Comfort Food With a Kiss of Smoke: Cherrywood-Smoked Chuck Roast

Comfort Food With a Kiss of Smoke: Cherrywood-Smoked Chuck Roast

The triple-digit heat finally gave way to the welcome rains. But the people that danced for joy in the streets quickly realized that the rain wasn’t stopping and, in fact, would follow the record-breaking heat with dangerous, double-digit, flash floods that would also shatter records, all within a tight, 24-48 hour window. Shortly after, the sun returned, blanketing the yard with the otherwise, beautiful results of a summer’s rain. The gardens and wildlife drink in the moment, oblivious to the stress and physical damage that occurred around them within the past 48 hours. So it’s a good time for some comfort food. And that’s what’s on the menu today, albeit with a little twist. We’ll take a chuck roast and some raw veggies, head out to the smoker, and create a comforting cherrywood kissed pot roast with pan roasted vegetables that will nourish the body and soul.

We’re talkin’ beef, so we don’t need a lot of seasoning, do we? Do we? No, we don’t. This hunka, hunka was rubbed down with just a hint of the good ol’ yellow mustard, then generously sprinkled with salt, fresh cracked black pepper, and some black garlic, my new favorite flavor enhancer. After that, it was left to spend some quality time in the fridge overnight.

The roast was removed from the fridge the following day, about an hour before the smoker was ready. It was looking like a million bucks after the quality beauty sleep.

And on the smoker it went, roughly brought up to 225°, with a combination of hardwood coals, cherrywood chunks firing underneath a Guinness and onion infused water pan to get this smoke party rolling.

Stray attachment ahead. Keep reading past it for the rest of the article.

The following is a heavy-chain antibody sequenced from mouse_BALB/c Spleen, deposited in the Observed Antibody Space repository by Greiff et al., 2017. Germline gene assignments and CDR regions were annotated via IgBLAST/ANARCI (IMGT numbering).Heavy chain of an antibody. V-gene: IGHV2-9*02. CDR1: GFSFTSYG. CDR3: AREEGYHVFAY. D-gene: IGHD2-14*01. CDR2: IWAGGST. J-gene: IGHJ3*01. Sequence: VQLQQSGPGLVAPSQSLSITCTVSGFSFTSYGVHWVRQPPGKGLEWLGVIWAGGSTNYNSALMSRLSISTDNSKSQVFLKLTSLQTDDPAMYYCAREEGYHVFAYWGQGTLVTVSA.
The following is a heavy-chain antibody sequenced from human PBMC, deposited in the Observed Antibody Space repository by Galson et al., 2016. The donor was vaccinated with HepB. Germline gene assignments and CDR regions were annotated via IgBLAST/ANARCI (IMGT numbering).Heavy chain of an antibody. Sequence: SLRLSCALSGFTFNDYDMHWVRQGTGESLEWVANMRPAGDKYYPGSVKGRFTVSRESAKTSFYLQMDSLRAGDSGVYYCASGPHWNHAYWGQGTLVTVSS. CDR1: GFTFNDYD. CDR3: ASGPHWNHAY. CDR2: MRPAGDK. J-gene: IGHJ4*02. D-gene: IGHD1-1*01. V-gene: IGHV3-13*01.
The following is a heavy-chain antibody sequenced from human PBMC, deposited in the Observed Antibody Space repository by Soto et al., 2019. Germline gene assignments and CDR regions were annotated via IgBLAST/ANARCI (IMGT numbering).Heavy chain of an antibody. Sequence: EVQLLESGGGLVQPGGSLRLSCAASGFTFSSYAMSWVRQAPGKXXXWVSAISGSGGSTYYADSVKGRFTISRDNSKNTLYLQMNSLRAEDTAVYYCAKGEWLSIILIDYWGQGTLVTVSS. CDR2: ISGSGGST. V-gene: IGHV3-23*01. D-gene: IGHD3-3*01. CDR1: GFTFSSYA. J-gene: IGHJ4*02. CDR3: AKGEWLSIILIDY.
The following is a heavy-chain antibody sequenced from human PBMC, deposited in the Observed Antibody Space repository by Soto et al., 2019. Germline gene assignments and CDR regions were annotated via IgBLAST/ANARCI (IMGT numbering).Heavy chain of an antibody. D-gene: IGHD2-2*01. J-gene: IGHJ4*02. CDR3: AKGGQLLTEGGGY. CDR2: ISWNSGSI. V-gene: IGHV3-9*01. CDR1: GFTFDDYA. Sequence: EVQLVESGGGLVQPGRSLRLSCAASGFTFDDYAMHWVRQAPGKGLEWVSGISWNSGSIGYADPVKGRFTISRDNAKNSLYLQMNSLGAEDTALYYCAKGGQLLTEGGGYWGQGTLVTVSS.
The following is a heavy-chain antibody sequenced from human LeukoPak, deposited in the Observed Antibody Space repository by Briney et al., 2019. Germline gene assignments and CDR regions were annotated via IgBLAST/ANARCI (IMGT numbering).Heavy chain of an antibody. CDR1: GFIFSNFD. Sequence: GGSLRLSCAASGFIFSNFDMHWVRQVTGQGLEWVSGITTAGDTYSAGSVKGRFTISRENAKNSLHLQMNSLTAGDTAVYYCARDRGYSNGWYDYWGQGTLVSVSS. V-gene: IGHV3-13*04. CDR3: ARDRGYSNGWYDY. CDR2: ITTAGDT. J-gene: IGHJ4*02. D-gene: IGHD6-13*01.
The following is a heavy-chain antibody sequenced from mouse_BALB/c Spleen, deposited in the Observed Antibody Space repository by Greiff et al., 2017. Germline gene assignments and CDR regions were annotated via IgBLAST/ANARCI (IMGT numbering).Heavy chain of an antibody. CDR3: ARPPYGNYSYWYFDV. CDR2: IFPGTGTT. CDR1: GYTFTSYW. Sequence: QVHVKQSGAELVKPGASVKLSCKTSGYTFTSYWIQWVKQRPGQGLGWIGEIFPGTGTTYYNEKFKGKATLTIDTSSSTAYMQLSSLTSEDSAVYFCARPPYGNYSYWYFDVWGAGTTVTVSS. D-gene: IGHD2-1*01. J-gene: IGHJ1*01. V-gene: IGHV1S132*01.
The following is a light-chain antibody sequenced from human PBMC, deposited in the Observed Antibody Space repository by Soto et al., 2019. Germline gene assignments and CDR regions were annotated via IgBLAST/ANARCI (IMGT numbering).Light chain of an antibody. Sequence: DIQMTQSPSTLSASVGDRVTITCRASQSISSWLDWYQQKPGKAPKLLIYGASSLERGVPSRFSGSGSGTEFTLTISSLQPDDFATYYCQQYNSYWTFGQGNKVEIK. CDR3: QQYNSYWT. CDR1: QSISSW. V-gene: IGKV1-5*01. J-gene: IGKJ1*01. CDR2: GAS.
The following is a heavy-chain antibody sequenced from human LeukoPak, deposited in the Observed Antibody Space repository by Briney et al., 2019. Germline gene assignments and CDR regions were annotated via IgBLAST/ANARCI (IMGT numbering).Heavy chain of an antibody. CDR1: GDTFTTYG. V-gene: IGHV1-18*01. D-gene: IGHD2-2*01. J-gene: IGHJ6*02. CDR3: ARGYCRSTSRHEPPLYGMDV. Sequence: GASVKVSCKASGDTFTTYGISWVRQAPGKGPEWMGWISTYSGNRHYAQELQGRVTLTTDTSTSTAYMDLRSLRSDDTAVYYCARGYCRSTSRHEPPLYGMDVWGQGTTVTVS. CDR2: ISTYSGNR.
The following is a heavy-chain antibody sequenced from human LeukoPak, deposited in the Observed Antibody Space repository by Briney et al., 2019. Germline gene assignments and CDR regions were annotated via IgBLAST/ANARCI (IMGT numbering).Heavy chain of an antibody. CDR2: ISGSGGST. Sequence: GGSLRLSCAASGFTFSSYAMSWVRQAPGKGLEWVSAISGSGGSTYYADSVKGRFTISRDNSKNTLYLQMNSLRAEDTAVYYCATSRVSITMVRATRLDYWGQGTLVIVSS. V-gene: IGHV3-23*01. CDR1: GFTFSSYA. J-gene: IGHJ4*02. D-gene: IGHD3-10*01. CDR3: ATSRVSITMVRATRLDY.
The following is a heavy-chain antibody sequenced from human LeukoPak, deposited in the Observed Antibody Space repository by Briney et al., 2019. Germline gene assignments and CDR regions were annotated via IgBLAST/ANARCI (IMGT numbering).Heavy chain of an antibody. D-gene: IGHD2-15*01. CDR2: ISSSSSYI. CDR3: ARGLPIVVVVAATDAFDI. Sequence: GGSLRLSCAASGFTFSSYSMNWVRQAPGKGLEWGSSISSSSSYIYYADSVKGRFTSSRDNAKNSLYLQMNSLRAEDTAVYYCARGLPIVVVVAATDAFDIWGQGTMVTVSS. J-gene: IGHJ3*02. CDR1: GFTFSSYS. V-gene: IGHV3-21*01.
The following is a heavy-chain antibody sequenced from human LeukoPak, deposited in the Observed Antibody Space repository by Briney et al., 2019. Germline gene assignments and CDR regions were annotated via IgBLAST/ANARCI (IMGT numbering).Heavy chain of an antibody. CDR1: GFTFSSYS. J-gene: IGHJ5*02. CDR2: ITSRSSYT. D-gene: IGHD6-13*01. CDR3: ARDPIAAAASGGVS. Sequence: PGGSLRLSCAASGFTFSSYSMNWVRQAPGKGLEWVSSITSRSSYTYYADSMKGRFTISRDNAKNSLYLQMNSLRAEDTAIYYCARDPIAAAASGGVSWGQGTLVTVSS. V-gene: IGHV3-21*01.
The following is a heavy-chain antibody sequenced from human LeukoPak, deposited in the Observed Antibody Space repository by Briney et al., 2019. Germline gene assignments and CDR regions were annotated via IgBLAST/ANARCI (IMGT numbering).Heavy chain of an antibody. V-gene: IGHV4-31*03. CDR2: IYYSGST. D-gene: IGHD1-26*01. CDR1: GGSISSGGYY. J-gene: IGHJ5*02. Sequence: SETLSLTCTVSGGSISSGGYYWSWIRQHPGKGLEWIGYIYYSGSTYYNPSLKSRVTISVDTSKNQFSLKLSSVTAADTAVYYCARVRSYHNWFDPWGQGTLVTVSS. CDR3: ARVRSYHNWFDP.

Other than spritzing this beauty with a concoction comprised mostly of beef broth and Worcestershire sauce every 30 minutes or so for the first couple of hours, your time will be well spent choosing and prepping your preferred veggies to go along with the roast. Tradition wins this time, with a lineup that included carrots, white onions, and a handful of whole garlic cloves. No potatoes were included in this mix, but they’re also a great option. What were they sprinkled with, you ask? More black garlic would be my answer.

When the roast registers around 160-165° internal, it’s time to remove it from the smoker and wrap. This is all personal choice, of course, and dependent on the outcome you’re looking for. With the veggies all prepped and in a foil pan, I’m expecting a traditional pot roast type finale, so the meat is laid on top of the veggies, currently bathing in beef broth and more Guinness with a couple of tabs of butter added in for that rich, deep, comforting flavor.

The foil pan is wrapped tight and placed back in the smoker until the magic temperature of 202° internal sounds the alarm. At this point, I removed the foil to let the liquid reduce and the meat form a little more bark.

When your belly starts rumbling like a Midwest thunderstorm, it’s time to pull the foil pan from the smoker and let it rest a little longer. Wipe your mouth from the pieces of beef and carrot that you’ve managed to sneak while no one was watching, and start the pulling process. It won’t take long to end up with a pan of pulled beef and deliciously tender veggies to help calm your thoughts and recenter your emotions.

Because Life Is Better Wood Fired